Siraj Ali Quadri
The dream of an idea is often sweeter than its reality. Not so much for Ayaz Basrai. A graduate from the National Institute of Design (Ahmedabad), Ayaz earned a bachelor’s degree in Industrial Design and specialized in Product Design.
After working at studios such as IdeaSpice Design Studio (Dubai), Locus Design, and Excite Design Studio, he went ahead and founded The Busride, an independent design studio that seems to have touched almost every field about which You can think of: office space (Sony Music Studio, Channel V Studio), retail space (The Shantanu Nikhil Gallery, The Turtle Retail Stores), home (one in Ranvar and one in Tuticorin), and even movies (Krrish, Chandni Chowk to China). Apart from Busride, Ayaz also runs The Gypsy Kitchen. He is fond of Bandra and organizes Bandra Walk.
Personal journey as a designer
He stumbled across the design, unlike his brother Zamir, who always had a super-sharp focus. The culture of making rather than buying things was something that was always crucial to both brothers. In a happy coincidence, he visited the National Institute of Design (NID) Ahmedabad campus, and was stunned by the display of work there. He felt that every one of my influences and fringe obsessions was represented in some form or the other. Prior to that he had almost no knowledge of industrial design.
With 'The Busride', there were never any plans to start their own studio. In fact, both Zamir and he were actually wary of it, being brothers, because working together can be really complicated. So initially they tried freelancing together, and the experience was overwhelming. They found their partnership the best of its kind.
Since then, they often experimented with ways of getting things done, sometimes bouncing projects internally and sometimes leaving things halfway to get things done. Their different approaches help structure projects very differently, even when they are running them individually. Ayaz also thinks that the studio being structured informally helps them play around with projects, which is something that sums up most of the work!
From designing Social to The Bandra Project
Ayaz says they gave up the pretense of harmony long ago. Latitude of work is really because they are interested and motivated in different things at different times. It seemed more fun to go with the flow.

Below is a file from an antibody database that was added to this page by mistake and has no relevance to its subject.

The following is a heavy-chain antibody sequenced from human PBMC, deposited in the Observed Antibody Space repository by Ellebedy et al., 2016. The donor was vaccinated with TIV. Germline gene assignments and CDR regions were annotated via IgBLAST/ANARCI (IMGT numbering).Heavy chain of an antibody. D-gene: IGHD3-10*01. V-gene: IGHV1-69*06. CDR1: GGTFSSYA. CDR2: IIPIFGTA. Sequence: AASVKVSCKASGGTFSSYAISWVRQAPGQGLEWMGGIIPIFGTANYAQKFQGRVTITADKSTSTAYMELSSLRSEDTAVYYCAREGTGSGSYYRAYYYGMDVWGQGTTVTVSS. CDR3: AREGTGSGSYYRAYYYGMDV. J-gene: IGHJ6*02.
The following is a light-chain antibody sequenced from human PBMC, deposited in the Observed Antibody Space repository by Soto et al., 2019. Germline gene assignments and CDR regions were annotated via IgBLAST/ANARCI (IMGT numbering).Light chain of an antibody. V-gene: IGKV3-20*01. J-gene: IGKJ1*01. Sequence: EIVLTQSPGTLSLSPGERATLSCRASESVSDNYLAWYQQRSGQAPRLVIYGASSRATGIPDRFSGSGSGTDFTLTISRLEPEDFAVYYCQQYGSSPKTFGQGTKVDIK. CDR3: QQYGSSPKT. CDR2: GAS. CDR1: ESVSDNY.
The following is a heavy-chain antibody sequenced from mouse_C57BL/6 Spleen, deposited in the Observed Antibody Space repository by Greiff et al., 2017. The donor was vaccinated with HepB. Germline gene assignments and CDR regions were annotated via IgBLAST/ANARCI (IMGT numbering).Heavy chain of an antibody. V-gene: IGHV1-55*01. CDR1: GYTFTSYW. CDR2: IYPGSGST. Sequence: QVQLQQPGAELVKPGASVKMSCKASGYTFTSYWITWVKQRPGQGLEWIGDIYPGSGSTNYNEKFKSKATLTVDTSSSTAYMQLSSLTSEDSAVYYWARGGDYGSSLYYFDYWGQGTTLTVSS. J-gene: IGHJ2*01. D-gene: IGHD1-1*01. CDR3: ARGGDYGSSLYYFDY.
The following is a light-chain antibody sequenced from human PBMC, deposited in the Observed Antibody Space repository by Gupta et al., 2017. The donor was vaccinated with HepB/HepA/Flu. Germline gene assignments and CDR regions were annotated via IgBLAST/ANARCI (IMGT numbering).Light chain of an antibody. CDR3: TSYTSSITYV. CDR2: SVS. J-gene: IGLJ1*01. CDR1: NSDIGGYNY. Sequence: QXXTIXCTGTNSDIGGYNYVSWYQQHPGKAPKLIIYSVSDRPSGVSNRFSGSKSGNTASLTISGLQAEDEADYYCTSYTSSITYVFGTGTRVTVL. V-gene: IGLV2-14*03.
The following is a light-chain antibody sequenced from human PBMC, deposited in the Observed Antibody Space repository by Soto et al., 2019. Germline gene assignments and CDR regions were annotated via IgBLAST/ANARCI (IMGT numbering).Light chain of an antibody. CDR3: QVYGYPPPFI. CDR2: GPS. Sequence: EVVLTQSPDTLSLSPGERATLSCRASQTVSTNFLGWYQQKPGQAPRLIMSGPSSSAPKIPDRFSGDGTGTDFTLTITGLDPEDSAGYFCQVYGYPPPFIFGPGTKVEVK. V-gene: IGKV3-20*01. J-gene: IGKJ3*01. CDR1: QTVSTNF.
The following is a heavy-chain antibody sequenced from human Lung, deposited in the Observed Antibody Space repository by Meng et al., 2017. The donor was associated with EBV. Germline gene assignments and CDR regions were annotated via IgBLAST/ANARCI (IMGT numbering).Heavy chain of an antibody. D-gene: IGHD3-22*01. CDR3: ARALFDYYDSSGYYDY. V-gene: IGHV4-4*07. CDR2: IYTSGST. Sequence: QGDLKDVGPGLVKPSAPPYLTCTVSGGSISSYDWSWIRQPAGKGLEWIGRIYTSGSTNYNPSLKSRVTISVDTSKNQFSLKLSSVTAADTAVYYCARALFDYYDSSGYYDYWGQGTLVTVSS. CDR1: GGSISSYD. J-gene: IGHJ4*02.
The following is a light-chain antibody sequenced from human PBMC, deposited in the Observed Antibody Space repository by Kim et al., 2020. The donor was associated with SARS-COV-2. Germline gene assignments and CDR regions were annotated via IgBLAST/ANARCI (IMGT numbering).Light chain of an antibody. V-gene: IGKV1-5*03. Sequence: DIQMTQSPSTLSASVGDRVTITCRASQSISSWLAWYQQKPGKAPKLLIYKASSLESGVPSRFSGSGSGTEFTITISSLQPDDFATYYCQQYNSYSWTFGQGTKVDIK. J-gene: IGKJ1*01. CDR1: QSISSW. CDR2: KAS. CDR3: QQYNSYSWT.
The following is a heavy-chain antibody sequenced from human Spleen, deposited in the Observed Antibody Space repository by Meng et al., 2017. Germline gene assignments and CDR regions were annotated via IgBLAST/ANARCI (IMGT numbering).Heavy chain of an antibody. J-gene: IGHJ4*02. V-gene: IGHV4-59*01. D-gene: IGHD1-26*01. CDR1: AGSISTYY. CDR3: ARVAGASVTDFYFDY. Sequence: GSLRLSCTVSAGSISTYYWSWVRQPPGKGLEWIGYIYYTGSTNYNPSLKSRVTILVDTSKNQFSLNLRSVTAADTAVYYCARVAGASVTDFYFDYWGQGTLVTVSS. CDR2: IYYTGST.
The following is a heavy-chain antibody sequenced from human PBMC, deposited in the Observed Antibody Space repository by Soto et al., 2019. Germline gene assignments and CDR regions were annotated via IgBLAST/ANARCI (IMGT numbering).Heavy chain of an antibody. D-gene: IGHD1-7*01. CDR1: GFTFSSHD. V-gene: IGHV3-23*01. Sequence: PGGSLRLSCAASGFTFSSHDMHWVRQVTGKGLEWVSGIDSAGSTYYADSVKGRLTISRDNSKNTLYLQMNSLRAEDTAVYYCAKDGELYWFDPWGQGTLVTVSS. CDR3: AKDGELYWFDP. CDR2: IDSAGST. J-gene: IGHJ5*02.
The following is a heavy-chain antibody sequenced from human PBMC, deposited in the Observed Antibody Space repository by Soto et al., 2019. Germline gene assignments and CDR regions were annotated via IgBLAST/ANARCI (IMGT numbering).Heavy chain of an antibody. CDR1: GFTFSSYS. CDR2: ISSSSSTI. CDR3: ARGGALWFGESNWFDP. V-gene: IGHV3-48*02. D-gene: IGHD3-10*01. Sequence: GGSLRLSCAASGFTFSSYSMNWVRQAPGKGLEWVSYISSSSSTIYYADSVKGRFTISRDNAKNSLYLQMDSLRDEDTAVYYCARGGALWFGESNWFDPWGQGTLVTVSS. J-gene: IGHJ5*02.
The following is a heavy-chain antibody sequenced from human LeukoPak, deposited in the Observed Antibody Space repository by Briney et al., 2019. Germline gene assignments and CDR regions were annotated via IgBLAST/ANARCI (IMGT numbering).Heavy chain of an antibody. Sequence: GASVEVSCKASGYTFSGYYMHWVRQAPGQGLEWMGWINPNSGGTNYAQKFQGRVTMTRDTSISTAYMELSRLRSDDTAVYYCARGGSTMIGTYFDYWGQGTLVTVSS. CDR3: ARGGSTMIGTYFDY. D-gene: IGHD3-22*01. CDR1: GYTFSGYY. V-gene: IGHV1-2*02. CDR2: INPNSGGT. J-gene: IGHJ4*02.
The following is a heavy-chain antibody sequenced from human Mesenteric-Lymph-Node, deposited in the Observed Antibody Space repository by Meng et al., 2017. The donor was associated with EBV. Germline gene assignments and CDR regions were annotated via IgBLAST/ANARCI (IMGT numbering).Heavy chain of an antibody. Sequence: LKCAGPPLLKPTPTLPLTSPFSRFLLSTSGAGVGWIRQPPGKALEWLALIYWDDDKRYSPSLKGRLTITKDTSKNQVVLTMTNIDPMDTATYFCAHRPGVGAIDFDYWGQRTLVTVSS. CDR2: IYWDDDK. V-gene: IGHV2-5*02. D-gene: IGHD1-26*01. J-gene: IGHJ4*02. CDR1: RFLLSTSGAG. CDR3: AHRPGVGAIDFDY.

A lot of early inquiries centered around satire and parody, content and texture, intuitive and allegorical. Smoke House Deli, for example, began as a parody of overly elaborate, overpriced venues that began to spread in and around metropolises.
While a part of their process is certainly based on cultural research and data projections, they try to keep this part of the project as loosely as possible.
Newspaper of the future
There is a specific exercise that they like to do as part of the process, where they create a collaborative newsletter with stories from the future. As part of this, they state things clearly as well as sensationalize the news. Like provocation, both methods work well. The format of the newspaper creates a false belief and a collective view of what can happen.
Busride Lab operates out of Mumbai and Goa
Ayaz says they moved to Goa for obvious reasons. “The general idea was for the studio to find a flatter (Rhizomatic) structure, partnering with like-minded agencies Quicksand and Tandem, both old friends and new collaborators. It has been transformative for me, providing a rare insight into methodology in social innovation, ethnographic research and practical engagement. I am also learning to deal with cutting edge science and the data it produces. We have all agreed to keep alive the spirit of the Lab, where we have transferred only part of our practices to be able to learn and work with each other,” he adds.
“The way I see it, collectivism and collaboration are really the only way forward, and the benefits are too obvious to ignore,” he further adds.
Small scale general environment in Goa
They operate in a small scale general environment in Goa, which is a big departure from the studios in the city. However, Ayaz says, “I think it’s important to have a foot in both situations. Zamir and I are committed to running the studio and lab as collaborative entities that constantly inform each other.”
“Companies that are developing the next round of technologies need to have more robust dialogue with design studios and research laboratories. The technology with high walls all around to keep people out is really the curse of our times. This is the paradigm that we must actively change,” he says, signing off.
(The Author is Journalist and associated with Dainik Bhaskar)